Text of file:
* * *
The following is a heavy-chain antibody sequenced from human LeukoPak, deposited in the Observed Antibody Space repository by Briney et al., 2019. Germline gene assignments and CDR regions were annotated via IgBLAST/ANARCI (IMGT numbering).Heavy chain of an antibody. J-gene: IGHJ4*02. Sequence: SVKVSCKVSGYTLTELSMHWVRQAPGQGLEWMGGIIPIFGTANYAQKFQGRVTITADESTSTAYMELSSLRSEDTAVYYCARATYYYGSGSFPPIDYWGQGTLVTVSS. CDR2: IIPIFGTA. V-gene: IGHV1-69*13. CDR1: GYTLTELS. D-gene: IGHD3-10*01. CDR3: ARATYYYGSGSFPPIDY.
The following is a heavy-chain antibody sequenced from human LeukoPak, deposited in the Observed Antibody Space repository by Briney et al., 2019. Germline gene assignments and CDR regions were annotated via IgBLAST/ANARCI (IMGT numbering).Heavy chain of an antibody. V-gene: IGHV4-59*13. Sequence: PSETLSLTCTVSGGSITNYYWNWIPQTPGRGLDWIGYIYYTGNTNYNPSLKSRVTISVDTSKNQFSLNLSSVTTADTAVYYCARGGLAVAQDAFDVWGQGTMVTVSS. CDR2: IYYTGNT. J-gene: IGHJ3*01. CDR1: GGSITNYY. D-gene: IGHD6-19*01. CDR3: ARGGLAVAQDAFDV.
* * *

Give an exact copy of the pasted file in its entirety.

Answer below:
The following is a heavy-chain antibody sequenced from human LeukoPak, deposited in the Observed Antibody Space repository by Briney et al., 2019. Germline gene assignments and CDR regions were annotated via IgBLAST/ANARCI (IMGT numbering).Heavy chain of an antibody. J-gene: IGHJ4*02. Sequence: SVKVSCKVSGYTLTELSMHWVRQAPGQGLEWMGGIIPIFGTANYAQKFQGRVTITADESTSTAYMELSSLRSEDTAVYYCARATYYYGSGSFPPIDYWGQGTLVTVSS. CDR2: IIPIFGTA. V-gene: IGHV1-69*13. CDR1: GYTLTELS. D-gene: IGHD3-10*01. CDR3: ARATYYYGSGSFPPIDY.
The following is a heavy-chain antibody sequenced from human LeukoPak, deposited in the Observed Antibody Space repository by Briney et al., 2019. Germline gene assignments and CDR regions were annotated via IgBLAST/ANARCI (IMGT numbering).Heavy chain of an antibody. V-gene: IGHV4-59*13. Sequence: PSETLSLTCTVSGGSITNYYWNWIPQTPGRGLDWIGYIYYTGNTNYNPSLKSRVTISVDTSKNQFSLNLSSVTTADTAVYYCARGGLAVAQDAFDVWGQGTMVTVSS. CDR2: IYYTGNT. J-gene: IGHJ3*01. CDR1: GGSITNYY. D-gene: IGHD6-19*01. CDR3: ARGGLAVAQDAFDV.